In the early months of the COVID-19 pandemic, China became the frontrunner in developing vaccines that could end the worst health disaster of the century. With dozens of state-backed and private Chinese companies involved in developing COVID-19 vaccines, China looked all set to trump the US in the vaccine race. With effective vaccines, China could also win over scores of so-called poor countries that would otherwise side with the US. However, with 2020 nearing its end, China's vaccine diplomacy has all but failed.
China's early inroads in vaccine development were a big headache for the US and its allies. A confident China even began inoculating its military with CanSino Biologics' experimental COVID-19 vaccine as early as April when other potential candidates were either in phase I trials or still in development. But fast forward to late November, US drugmakers Pfizer and Moderna beat Chinese vaccine candidates as countries across the world lined up to give emergency approval to those two.
As for Chinese candidates, they are mostly approved for use inside mainland China besides the UAE and Bahrain with an unconfirmed efficacy rate. What has gone against China is that hardly anyone trusts its vaccines. In Pakistan, where China has been placing huge bets through multi-billion-dollar investments, not many trust Chinese vaccine candidates. "I won't take it. I don't trust it," Farman Ali Shah from Karachi said. Pakistan, which was supposed to buy Chinese-made vaccines, has said it would buy vaccines from the international market besides receiving 20 million doses from GAVI, an international vaccine alliance.
Mistrust and Dwindling Efficacy
Shah is not alone in not trusting Chinese vaccine candidates despite his country hosting two clinical trials that included immunizing senior government officials. Many people in African and South American countries too have reservations against Chinese-made vaccines.
"China has a great opportunity to do vaccine diplomacy and distribute a life-saving product. In my experience, every time they've engaged in diplomacy, they screw it up -- they manage to upset the countries on the receiving end of their aid," Jorge Guajardo, who was Mexico's ambassador to China for six years, told Bloomberg.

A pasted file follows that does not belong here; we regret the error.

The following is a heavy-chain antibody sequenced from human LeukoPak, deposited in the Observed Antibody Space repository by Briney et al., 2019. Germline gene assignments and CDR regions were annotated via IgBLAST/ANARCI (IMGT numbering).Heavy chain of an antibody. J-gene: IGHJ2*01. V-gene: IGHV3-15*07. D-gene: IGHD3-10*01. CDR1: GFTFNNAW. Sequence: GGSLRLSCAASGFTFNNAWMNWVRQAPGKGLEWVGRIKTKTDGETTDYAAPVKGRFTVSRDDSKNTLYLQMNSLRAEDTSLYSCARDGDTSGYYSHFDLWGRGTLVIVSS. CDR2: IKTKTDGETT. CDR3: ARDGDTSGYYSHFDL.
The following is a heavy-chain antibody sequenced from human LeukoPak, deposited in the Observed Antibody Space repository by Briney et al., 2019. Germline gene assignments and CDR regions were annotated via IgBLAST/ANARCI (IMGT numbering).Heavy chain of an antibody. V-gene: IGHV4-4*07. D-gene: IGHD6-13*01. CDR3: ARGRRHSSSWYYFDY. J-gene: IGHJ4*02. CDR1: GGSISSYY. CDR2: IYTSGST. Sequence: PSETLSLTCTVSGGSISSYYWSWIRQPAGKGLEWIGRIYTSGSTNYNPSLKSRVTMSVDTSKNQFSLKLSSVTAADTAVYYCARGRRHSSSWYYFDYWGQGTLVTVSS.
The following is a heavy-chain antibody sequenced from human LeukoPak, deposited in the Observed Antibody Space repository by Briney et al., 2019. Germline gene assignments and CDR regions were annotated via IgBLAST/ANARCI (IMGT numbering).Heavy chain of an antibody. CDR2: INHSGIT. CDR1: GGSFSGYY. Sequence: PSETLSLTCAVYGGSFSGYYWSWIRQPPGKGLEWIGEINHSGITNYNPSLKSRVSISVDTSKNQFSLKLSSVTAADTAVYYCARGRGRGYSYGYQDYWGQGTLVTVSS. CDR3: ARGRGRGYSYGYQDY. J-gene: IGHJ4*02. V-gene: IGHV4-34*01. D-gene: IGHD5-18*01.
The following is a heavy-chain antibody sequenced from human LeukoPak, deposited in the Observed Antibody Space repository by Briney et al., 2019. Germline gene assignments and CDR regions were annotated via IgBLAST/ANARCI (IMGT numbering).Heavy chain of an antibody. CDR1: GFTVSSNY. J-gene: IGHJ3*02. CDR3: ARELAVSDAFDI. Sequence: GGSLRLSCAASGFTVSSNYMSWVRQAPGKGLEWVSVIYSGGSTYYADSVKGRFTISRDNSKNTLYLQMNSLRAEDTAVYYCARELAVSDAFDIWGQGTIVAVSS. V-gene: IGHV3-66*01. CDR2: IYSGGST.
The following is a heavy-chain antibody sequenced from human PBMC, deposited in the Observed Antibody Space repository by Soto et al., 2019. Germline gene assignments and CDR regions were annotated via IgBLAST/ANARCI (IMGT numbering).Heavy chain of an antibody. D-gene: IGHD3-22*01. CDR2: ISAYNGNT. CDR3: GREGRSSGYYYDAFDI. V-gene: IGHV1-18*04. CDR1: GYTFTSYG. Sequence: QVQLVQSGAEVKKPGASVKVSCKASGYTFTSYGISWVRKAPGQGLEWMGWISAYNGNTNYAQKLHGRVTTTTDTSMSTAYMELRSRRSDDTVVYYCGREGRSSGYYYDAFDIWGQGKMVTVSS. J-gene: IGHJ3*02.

The primary reason is its history of poor management of vaccines and trust issues related to the handling of the pandemic in the early days. In 2016, local media reports in China revealed that around 2 million doses of measles and rubella vaccines were not properly stored that led to the death of four children. China's Shandong Food and Drug Administration later made public that around 25 vaccines were illegally stored. That led to public panic and immunization rates dropped.
That aside, multiple reports have come since January 2020, disclosing China's heavy-handed approach in disclosing vital COVID-19 information from the initial days. China not only falsified data about the outbreak but also stifled opposing voices, fueling further mistrust in its products.
Then there is the case of efficacy. Out of half a dozen Chinese vaccine candidates, only Sinopharm's BBIBP-CorV has more than 80 percent efficacy. As for Sinovac, the efficacy is vague at over 50 percent. Other vaccine candidates including CanSino Bio haven't yet published any efficacy rate. That has prompted countries to opt for Moderna, Pfizer, or upcoming AstraZeneca's vaccines or even Russian-made Sputnik V, meaning China is missing out on vital vaccine deals for 2021.
Chinese Vaccines for Poor Countries
While western drugmakers were expected to set a higher price for their vaccines, GAVI's COVAX, an international vaccine alliance, was supposed to provide equal access to vaccines to poor countries. But so far, COVAX has failed to secure the 2 billion doses that were assured.
With logistical and financial constraints, many African and South American countries are depending on other vaccine manufacturers to secure doses. There, China's close ally Russia could undercut the Asian giant with two already approved vaccines. While Russian vaccines also have a questionable efficacy rate, the country has a far better history in developing medicines and vaccines. Apart from Russia's Sputnik V, British-Swedish drugmaker AstraZeneca's vaccine has secured deals with India and other countries, making Chinese companies less relevant.
If AstraZeneca's vaccine that can be stored in normal refrigerators get an approval in the UK, Jinping's vaccine diplomacy would be in further jeopardy. "In a country where the Chinese vaccine is the only one available, you either accept it or not," Yanzhong Huang, who is a senior fellow for global health at the Council on Foreign Relations, said.
"But when you have choices between different vaccines, people are rational. They're certainly going to choose Western-made vaccines because they're the No. 1 choice, the data is already available, and they're safe. China, so far, they haven't had any systematic data available," he added.